Neil Bush, the third of the four Bush sons, rarely dabbles in politics. He praised Nunn effusively, but said his remarks did not constitute an endorsement of her bid to follow her father, Sam Nunn, into the U.S. Senate. Said Neil Bush:
“I’m chairman of Points of Light. Michelle was CEO of Points of Light. We had a good relationship. I admired Michelle’s leadership of Points of Light. We merged Points of Light and the Hands On Network, which she founded, a number of years ago.
“There were obviously challenges with merging two entities as large as these two and kind of blending cultures. She did a fabulous job of handling issues related to the merger, moving from Washington D.C. to Atlanta. There are all sorts of challenges. Our boards debated whether this was really worthwhile, and at the end of the day, because of her Michelle’s leadership and talent she surrounded herself with, things worked really smoothly.
“We have a very complex organization, and she dealt with issues very wisely and well. She showed the right kind of visionary leadership – a non-partisan or bipartisan approach to our service world. It’s evidence by the fact that Neil Bush, a member of a prominent Republican family, kind of teamed up with a Nunn, a member of a prominent Democratic family.
“It just showed that, though our nation is divided in politics, we can come together as Americans to solve some of our more intractable problems. Michelle worked the nonpartisan part of the job really well. I have lots of admiration for her as a leader of our organization, and a lot of respect for her willingness to jump in and try to find ways to serve in other capacities.”
I asked Bush if Points of Light would have Nunn back as its leader. He immediately said yes, but added that the remark wasn’t to be interpreted as an evaluation of Nunn’s election prospects.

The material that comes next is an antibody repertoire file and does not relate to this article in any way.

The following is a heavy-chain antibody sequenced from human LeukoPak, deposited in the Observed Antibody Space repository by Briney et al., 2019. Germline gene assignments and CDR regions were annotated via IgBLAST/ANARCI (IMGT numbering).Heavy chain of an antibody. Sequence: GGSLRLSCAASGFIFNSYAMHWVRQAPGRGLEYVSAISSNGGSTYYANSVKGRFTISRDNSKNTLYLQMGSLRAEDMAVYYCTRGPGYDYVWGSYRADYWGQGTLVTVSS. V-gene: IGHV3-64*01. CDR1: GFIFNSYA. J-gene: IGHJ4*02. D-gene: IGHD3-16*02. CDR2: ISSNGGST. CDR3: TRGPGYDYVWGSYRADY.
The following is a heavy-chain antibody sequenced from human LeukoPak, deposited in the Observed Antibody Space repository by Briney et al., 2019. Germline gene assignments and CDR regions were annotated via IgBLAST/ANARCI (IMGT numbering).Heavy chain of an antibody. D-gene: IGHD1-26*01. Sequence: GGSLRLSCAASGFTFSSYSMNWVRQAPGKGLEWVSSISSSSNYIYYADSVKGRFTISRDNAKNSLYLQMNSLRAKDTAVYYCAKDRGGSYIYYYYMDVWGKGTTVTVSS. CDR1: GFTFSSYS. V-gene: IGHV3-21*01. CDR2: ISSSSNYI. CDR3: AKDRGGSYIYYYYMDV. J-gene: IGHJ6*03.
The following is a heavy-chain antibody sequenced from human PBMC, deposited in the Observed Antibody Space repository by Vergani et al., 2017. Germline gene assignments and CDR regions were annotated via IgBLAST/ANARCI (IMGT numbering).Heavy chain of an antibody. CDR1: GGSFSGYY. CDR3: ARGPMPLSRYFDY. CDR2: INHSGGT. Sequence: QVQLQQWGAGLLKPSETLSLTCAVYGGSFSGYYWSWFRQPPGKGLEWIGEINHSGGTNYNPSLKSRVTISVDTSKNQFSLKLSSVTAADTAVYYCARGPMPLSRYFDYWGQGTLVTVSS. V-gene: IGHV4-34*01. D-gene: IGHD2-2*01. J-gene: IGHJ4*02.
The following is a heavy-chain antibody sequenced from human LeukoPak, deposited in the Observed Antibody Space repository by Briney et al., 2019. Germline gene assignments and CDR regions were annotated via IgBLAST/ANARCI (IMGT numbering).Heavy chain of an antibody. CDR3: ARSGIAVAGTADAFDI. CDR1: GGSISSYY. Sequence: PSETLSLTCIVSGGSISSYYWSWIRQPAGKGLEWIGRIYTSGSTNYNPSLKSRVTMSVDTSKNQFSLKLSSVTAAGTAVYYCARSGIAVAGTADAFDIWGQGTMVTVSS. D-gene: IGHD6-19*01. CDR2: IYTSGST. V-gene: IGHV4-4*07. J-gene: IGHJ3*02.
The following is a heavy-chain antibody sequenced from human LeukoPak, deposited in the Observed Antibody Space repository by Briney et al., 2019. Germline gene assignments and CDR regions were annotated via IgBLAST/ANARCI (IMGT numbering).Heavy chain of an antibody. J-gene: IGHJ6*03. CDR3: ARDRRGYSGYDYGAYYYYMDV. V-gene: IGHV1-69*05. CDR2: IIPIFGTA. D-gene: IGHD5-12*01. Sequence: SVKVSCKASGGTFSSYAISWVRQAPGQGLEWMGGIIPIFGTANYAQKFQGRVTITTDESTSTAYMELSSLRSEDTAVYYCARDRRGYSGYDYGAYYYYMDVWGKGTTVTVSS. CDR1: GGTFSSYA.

On Monday, the Perdue campaign issued a photograph of the Republican candidate with George H.W. and Barbara Bush, along with a statement that included this:
“I have lost any confidence in the current Senate leadership, and believe David Perdue will be an independent voice for Georgia while working for positive solutions to our toughest challenges.”
The endorsement was no surprise. Nunn often mentions George H.W. Bush as a mentor, and has included photographs of herself and the former president in her campaign literature and in her own TV spots. Early this spring, the former president sent word that he would be supporting the Republican nominee.
So I also asked Neil Bush if his own praise for Nunn was a contradiction of his father’s endorsement of Perdue. No, the son answered:
“I think he would say very glowing and positive things about her. I think he admires her leadership of the organization he founded. I think he has great respect for her and her family.
“My father expressed during his presidency and his post-presidency a great inclination towards nonpartisanship, or bipartisanship. I know he would say positive things about Michelle, her character, her leadership at Points of Light.”